The Volkswagen Beetle


An Elegy

My sister was delivered by VW Beetle. Or at least, a German midwife, who happened to live up the street from us. Her identity is for me completely merged with that car. And that’s the thing about the VW Beetle. There is humanity.

Superstars, Outlaws and specials
Volkswagen Beetle: Evolution
The Beetle of Destiny
Volkswagen Beetle: Gallery

It was September 1974. I was six years old, my little sister was around two. We were at home with our heavily pregnant mum when she went into rapid labour. I can remember her standing by the window in the hallway, phone receiver in one hand. She was leaning on the other, breathing heavily. She must have called the midwife. Then my dad. Then her dad. Granddad was the first to show (in his light green, sun-roofed Mk2 Ford Cortina; but that’s another story). I was hysterical when I saw him. Mum had gone upstairs and I could hear her groans and grandad’s panicked admonishments. I must have been screaming my head off because this mild man, my hero, ran downstairs and slapped me in the face to shake me from my meltdown. Soon, Dad appeared (Dark Blue VW Variant) and legged it upstairs. That’s when we went outside on the front step and, like the winged chariot of a calming Teutonic angel, the little Beetle chuntered to a halt outside our house. The midwife, in period blue twinset uniform complete with the little hat, emerged unflustered from the driver’s seat, carrying a small black leather holdall. Walking past me she said ‘Hello Darling’ in that heavily accented English and scooted through the open front door and up the stairs. Within a few minutes, my sister was in the world. And the German midwife still lives on our old street. And she still drives the white Beetle.

If cars were ever really meant to be vehicles for the masses: affordable, reliable, practical and fun – then the Volkswagen was always the quintessence of that idea. Henry Ford may have mastered the industrialisation process but his productions were all the way up until the 1930s still the preserve of the well-off. Especially in Europe. The Beetle represented a step-change in the accessibility of motoring. It changed everything. It brought the freedom of the road to the masses.

The whole idea of a people’s car is rooted in that very 20th-century idea of the empowered rank-and-file. And no institution disseminated the notion more powerfully than the Nazi regime headed up by Hitler and his henchmen. The construction of the new autobahns in Germany during the thirties may have been conduits for this new economic boom – but the sinister nature of the project – of a dominant mobile economy to invade, dominate and enslave – was front and centre. That the VW Beetle emerged as a symbol of everyman empowerment from such dark, twisted roots – and became one of the most widely distributed and biggest-selling cars of the 20th century, is a strange irony.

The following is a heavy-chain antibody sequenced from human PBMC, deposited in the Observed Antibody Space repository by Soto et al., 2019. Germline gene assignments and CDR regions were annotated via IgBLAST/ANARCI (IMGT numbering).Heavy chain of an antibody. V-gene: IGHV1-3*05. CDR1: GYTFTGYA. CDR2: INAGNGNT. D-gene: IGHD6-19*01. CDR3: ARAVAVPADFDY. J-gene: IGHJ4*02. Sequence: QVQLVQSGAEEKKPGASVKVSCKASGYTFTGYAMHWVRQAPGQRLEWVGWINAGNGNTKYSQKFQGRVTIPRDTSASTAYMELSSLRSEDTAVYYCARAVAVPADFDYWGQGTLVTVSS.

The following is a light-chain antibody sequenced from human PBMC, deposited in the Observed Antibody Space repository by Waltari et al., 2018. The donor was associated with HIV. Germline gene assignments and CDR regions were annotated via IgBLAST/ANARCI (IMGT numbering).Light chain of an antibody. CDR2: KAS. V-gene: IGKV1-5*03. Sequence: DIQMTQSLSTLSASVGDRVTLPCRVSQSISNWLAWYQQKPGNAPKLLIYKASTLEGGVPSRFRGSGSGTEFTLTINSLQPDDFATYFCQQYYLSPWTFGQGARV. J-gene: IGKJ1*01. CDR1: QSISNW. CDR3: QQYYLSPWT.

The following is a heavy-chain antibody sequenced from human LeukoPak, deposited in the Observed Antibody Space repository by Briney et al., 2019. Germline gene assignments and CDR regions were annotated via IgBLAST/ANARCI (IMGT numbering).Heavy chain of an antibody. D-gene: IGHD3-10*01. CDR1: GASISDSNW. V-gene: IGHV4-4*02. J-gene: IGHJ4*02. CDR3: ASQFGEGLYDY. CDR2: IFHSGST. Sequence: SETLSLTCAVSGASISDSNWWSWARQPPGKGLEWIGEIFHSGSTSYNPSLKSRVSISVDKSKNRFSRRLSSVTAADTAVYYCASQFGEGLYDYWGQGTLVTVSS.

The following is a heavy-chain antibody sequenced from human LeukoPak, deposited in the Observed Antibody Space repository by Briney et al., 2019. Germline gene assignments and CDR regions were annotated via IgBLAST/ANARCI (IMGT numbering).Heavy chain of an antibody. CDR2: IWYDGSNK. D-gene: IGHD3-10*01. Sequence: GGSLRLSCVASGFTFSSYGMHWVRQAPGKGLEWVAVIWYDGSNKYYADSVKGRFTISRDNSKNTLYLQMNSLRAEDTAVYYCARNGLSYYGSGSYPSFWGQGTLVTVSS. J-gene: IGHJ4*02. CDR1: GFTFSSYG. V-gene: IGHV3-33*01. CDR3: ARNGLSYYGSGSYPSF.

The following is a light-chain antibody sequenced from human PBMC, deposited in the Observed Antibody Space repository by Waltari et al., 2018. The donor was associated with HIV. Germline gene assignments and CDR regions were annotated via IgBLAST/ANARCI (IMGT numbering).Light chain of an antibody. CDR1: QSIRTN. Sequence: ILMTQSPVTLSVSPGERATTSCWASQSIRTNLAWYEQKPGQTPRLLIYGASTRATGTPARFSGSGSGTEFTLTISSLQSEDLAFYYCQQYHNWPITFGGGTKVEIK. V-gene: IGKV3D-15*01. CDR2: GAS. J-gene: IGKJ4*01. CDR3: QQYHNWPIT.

And how did this happen? Two things timing, and simplicity, The stratospheric acceleration of mid-century industry and the media that sold its projects meant that cars could be produced quicker than ever before and their image could be sold to more and more people with increased sophistication. And at exactly the same time the basic principle of straightforward mechanical utility of design and purpose was realised. This meant that this car really was all the things it was meant to be – and for the same reason that in the course of its evolution the image of the Beetle was transformed from base-level empowerer – stodgy, utilitarian and stern – to whimsical symbol of fun, freedom and quirk.

The midwife’s white Beetle was looking a bit tired the last time I was up our old street. It must have been a year ago. The corner of East London where we lived has yet to be gentrified, as is so much of the city around us. The merged CAD-led design elements of contemporary motoring characterise the kerb sides. The odd hybrid and Electric Vehicle sits outside the smarter terraces on the street all curved and compact. I’ll drive over there this evening, hoping to see the white Beetle holding court.

Superstars, Outlaws and Specials

The VW Beetle platform has given us some of the coolest, outlandish and totemic one-offs in the history of car culture. They have starred on the big screen, in the desert and on the beaches of the planet – and have often become totems in their own right. Here are a fistful of our favourites.

The ‘Thomas Crown’ Manx Meyers Dune Buggy

This little red beastie is instantly recognisable to many of you as the other star of Steve McQueen’s super cool thriller of 1968, The Thomas Crown Affair. In our favourite sequence the king of cool himself rags the sled to within an inch of its life in the most stylish way imaginable, while a frosty Faye Dunaway sits sphinx-like and stoic in shades and a headscarf. McQueen specced out the Manx Meyer bug with the help of custom house Con Ferr, with whom he had built cars before he was cast in the film. They stuffed a Chevy Corvair engine in the buggy, which, when combined with a stripped-back fibreglass body, extra-wide rubber and tricked out running gear, made this a beachgoing projectile for the ages. If you have six or seven figures gathering dust somewhere, you’ll get the chance to bid in Bonhams’s forthcoming Amelia Island Auction. A real slice of Beetle and Hollywood history, this.

Pics Courtesy Bonhams

VW Type 181 Beach Thing

The Type 181 was originally based on a military vehicle supplied all over the world, It was built on the underpinnings of a Type 1 Beetle, but utilised a  floor pan from a Karmann Ghia. It came with options of the 1500 or 1600 CC engine and was shipped to the German, Belgian and Dutch forces when it began production in 1969. It was available in Civvy street after 1971, when it began production in Mexico. This immaculate little example comes complete with a ‘riviera’ style upholstery and looks good enough to eat – like an ice cream at the beach. These have the edge over your Mini Moke/Citroen Mehari leisure runabout we think – and are sturdy,  and more reliable than the competition. You just need the sunny beachside lifestyle to go with it.